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idaho weeds clinging seed

Strategy: Also known as Catchweed (not Catchweed bedstraw) this is a nasty little European invader which produces a small blue to violet flower that will form pointed and somewhat flat seed heads with 4 barbed nutlets (very similar to Houndstongue). These barbs allow this plant to hitch-hike onto anything and almost everything (like socks). This plant is somewhat viney, but generally only grows among itself forming dense thick pockets. Once the weed dies in early summer it turns into a mass of rust to brown tangled vines. It can be found along roadways, ditch banks, and disturbed sites.

Attack: This tough invader does a great job of attaching its way onto any kind of host. Once there it germinates and chokes out all sunlight robbing the other plants of its nutrients and water. The seeds cling onto all things, thus spread far and near to all sites, thus can be found anywhere. This plant is not desirable as a feed. The plant can make harvesting some crops difficult as the ‘vines’ can wrap around harvesting equipment and clog them up or over heat the bearings.

Defense: As this is an annual plant mechanic control is possible. Hand pulling is easy in the early spring, but once the plant matures it becomes quite brittle and will break off and re-grow in a short amount of time. Disking larger patches will work as long as you can keep the ‘vines’ from wrapping around disks and cutting heads. Herbicides such as 2,4-D and Banvel are effective when applied early in the spring. Products such as Telar XP or Opensight can stretch the treatment season. As this has short tough hairs in the leaves and stems make sure you use a good surfactant to get the herbicide into the plant.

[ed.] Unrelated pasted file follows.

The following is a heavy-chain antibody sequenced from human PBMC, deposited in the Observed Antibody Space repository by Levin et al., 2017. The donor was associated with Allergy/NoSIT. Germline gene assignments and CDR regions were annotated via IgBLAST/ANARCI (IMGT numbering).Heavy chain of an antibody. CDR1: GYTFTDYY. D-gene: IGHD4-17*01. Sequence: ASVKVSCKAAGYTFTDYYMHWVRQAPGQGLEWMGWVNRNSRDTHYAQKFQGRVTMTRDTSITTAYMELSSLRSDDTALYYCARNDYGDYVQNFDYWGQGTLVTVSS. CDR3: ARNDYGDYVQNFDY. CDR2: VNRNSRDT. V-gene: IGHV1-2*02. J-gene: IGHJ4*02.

The Defense – As this is an biennial plant, mechanical control can be quite effective. If you decide to ‘dig it’ out with a shovel just make sure that you get at least three inches of the root. We are having a difficult time trying to find an insect that is allowed in the country as this plant is in the borage family, and we have a few native borages that the insect like. Many herbicides are available that work well.

PLEASE NOTE –The proper use and application of herbicides can be an effective way to control and eradicate noxious and invasive plants. Before using herbicides, always carefully follow the label and safety instructions on the label. While we recommend the use of herbicides as one of the effective tools for integrated pest management, the Idaho Weed Awareness Campaign assumes no liability for herbicide applications.

Opensight at 2.5 ounce/acre to rosettes. As plant bolts, increase the rate to 3.0 to 3.3 ounce/acre up to early bud stage. Add 1 quart of 2,4-D/acre after the bud stage. Click to view label.


Telar® XP and Escort® XP are two that work extremely well. One positive about this treatment is that they will not be very harmful to range species such as Sagebrush and Buckbrush and you can spray in the spring summer or fall.